1. This site uses cookies. By continuing to use this site, you are agreeing to our use of cookies. Learn More.
  2. REMINDER

    Any content, information, or advice found on social media platforms and the wider Internet, including forums such as AP, should NOT be acted upon unless checked against a reliable, authoritative source, and re-checked, particularly where personal health is at stake. Seek professional advice/confirmation before acting on such at all times.

Apply Crop Factor To Aperture ?

Discussion in 'General Equipment Chat & Advice' started by Bazarchie, Dec 1, 2018.

  1. Bazarchie

    Bazarchie Well-Known Member

    I have always considered that the crop factor should be applied to the focal length of a lens but not the aperture. However, the internet seems to be divided on this subject.

    Is there a right answer?
     
  2. Andrew Flannigan

    Andrew Flannigan Well-Known Member

    F numbers are simply the focal length of a lens divided by the diameter of its aperture. If the focal lenth is 50mm and the aperture is 25mm the F stop is 2.0. It doesn't matter what the size of the the sensor is - the F number will still be the same. If anyone thinks otherwise find out what they're drinking! ;)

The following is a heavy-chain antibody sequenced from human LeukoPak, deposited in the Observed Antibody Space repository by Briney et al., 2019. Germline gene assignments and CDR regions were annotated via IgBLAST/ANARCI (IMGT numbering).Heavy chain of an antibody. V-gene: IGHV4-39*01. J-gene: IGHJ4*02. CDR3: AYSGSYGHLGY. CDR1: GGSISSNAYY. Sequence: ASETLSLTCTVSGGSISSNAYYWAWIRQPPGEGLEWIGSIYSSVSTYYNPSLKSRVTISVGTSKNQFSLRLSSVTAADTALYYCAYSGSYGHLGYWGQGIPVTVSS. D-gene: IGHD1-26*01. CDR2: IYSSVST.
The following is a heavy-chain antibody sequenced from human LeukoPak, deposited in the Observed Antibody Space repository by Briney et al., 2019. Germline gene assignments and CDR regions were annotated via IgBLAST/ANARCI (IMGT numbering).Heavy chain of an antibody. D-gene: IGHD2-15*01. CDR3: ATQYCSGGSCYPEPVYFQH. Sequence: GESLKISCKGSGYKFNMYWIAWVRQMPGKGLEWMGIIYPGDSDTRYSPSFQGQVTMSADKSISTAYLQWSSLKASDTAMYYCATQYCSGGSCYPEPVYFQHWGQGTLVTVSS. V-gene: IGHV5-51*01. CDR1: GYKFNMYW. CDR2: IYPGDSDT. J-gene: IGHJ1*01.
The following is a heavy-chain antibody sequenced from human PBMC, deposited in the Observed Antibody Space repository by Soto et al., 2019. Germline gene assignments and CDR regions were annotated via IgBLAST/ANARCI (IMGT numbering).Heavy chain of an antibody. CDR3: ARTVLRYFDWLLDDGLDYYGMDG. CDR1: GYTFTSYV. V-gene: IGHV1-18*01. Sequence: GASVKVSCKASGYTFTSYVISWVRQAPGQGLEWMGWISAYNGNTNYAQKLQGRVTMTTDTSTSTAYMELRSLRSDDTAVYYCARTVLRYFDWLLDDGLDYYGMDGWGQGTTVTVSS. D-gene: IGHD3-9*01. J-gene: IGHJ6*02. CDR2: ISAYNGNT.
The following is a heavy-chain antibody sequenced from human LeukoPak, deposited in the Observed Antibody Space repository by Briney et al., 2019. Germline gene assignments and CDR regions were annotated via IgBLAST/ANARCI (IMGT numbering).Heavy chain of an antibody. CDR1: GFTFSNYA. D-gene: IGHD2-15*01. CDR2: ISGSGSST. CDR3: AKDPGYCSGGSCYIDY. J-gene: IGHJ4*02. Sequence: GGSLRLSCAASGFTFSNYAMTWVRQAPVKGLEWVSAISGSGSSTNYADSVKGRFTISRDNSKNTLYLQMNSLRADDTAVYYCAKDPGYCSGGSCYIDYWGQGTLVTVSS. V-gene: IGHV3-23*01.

Roger Hicks and RogerMac like this.
  3. Benchista

    Benchista Which Tyler

    In terms of exposure, makes no difference. In terms of DOF, then yes, it does.
     
    ChrisNewman and Roger Hicks like this.
  4. PeteRob

    PeteRob Well-Known Member

    The focal length of the lens is what it is, and the (max) aperture defines the F number. All the crop factor does is to account for the size of the sensor relative to 35 mm.

    There have been a couple of articles in AP discussing apparent depth of field and equivalence of effective focal length if that's what you are thinking of.
     
    ChrisNewman and Roger Hicks like this.
  5. daft_biker

    daft_biker Action Man!

    Absolutely, and another reason why I like to think in terms of magnification instead of focal length when considering Dof.

    ...for larger subjects it's fairly easy to guesstimate if the field of view at the plane of focus is tens, hundreds or thousands of times bigger than the sensor and get a feel for how much to stop down.
     
  6. Roger Hicks

    Roger Hicks Well-Known Member

    A "crop factor" also needs to be applied to the very rough-and-ready rule of "1/focal length". This is just about adequate for full frame 35mm but smaller formats require higher shutter speeds (because the magnification is higher for a given print/screen size) and bigger formats can be correspondingly relaxed (assuming the camera can be held steady).

    Cheers,

    R.
     
    ChrisNewman likes this.
  7. Bazarchie

    Bazarchie Well-Known Member

    Thanks, that is all I need.

    This is what I meant by applying the crop factor to the focal length. No issues with this.


    This factor is something I try to get away with, or use a factor lower than the Canon 1.6. I also allow for IS. I cannot hold a long lens as steady as I used to so all this usually means having to use a high speed.
     

Share This Page